Evolution of Timeshare
Timeshare first arose in the 1960’s in Switzerland, by Alexander Nette’s desire for rent-free holidays every year. After the acquisition of several resort properties which were sold in a “right to use” share program as opposed to deeded real estate, he came up with a catchy slogan that advised people “it was cheaper to buy the hotel than to rent the room”, and it caught on.
In 1970’s America, the timeshare concept quickly caught on especially in Florida where a small number of real estate developers, who were experiencing difficulties in selling their full ownership condominium properties in a down economy, began to pursue the new model of interval sales which changed the world of vacationing, as it was then known.
In 1974 RCI (Resort Condominiums International) was formed by Christel and Jon DeHaan. They cleverly figured that if timeshare owners were able to trade their week for a week somewhere else, it would increase the perceived value of the product and more people would buy. This proved correct and since then exchange groups have been formed all over the world.
Over the subsequent years following the emergence of timeshare, various new systems have been created such as the Points System or Fractional Ownership to give the consumer ‘flexibility’ and more choice of holiday options. Schemes are sold as a way to upgrade customers where as in reality, this is another way for resorts to increase their sales by pressuring clients to upgrade or buy more points. This in itself would be fine, if clients were not told false statements in order to clinch the deal.
Although nowadays timeshare has a bad reputation, it isn’t always deserved. There are happy customers who have returned to their timeshare property year on year and have made use of their purchase with no complaints at all. The general consensus is that it is not usually the timeshare property itself that is the problem, but rather the way that it was sold to the consumer, and the conditions under which they sign a contract. This has led to unforeseen expenses and binding conditions in a contract that is very difficult to escape from.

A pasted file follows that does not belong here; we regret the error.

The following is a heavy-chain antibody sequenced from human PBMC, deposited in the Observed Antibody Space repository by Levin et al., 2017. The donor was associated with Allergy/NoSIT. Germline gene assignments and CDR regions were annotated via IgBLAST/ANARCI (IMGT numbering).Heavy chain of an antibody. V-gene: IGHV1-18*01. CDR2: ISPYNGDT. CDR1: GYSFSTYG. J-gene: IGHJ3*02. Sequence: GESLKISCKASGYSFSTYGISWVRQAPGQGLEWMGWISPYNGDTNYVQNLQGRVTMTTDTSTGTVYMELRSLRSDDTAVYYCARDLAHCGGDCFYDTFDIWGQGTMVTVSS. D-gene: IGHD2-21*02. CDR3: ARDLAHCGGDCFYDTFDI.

The Different Types of Holiday Ownership
Deeded vs. Right to Use Contracts
There are quite a few differences in types of timeshare ownership. One major difference is between deeded and right to use contracts.
Deeded contracts are sold as real property. The use of the resort is divided into week long periods with which the owner may do whatever they desire: Use his or her week, rent his or her week, give it away, leave it to his or her heirs, or sell the week to another prospective buyer. The owner is also liable for his or her portion of real estate taxes (if the timeshare property is in certain countries such as America), which usually are collected with the maintenance fees.
With right-to-use contracts, a purchaser has the right to use the property in accordance with the contract, but at some point the contract ends and all rights revert to the property owner. In other words, a right-to-use contract grants the right to use the resort for a specific number of years. However an issue raised by the recent Spanish Supreme Court Ruling is that many right-to-use contracts have been sold in perpetuity (the definition of which includes ownerships lasting longer than 50 years), meaning that there is no end date and as such have ruled such contracts null and void.
Vacation Ownership Programs – These are points based systems which have been adopted by companies with multiple resorts and include major hotel chains such as Accor, Hilton and Marriot. They offer either deeded or right to use shares to their members with rights to use the resorts services, which lasts for a certain number of years.
Vacation Clubs – These are a newer variation on the timeshare model. Instead of buying the rights to a specific unit, vacation club members pay an upfront sum to purchase a number of “points” which can be redeemed for different vacations each year. Yearly maintenance fees still apply.
Some companies may own units in multiple resorts in different locations, offering services to a private customer base for a sense of “exclusivity”. Some clubs consist only of individual weeks at other developer’s resorts. Vacation clubs cater to a wider range of economic backgrounds and income levels.